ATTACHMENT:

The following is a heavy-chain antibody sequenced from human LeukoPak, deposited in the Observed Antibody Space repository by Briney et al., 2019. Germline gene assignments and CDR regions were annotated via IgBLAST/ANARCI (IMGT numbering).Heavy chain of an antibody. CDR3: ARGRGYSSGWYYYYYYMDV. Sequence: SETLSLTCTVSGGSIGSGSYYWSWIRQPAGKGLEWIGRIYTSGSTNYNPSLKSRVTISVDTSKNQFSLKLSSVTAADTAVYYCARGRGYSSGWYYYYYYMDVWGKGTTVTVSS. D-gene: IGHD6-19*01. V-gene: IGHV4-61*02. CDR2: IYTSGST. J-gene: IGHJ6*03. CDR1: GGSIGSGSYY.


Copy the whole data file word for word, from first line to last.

The following is a heavy-chain antibody sequenced from human LeukoPak, deposited in the Observed Antibody Space repository by Briney et al., 2019. Germline gene assignments and CDR regions were annotated via IgBLAST/ANARCI (IMGT numbering).Heavy chain of an antibody. CDR3: ARGRGYSSGWYYYYYYMDV. Sequence: SETLSLTCTVSGGSIGSGSYYWSWIRQPAGKGLEWIGRIYTSGSTNYNPSLKSRVTISVDTSKNQFSLKLSSVTAADTAVYYCARGRGYSSGWYYYYYYMDVWGKGTTVTVSS. D-gene: IGHD6-19*01. V-gene: IGHV4-61*02. CDR2: IYTSGST. J-gene: IGHJ6*03. CDR1: GGSIGSGSYY.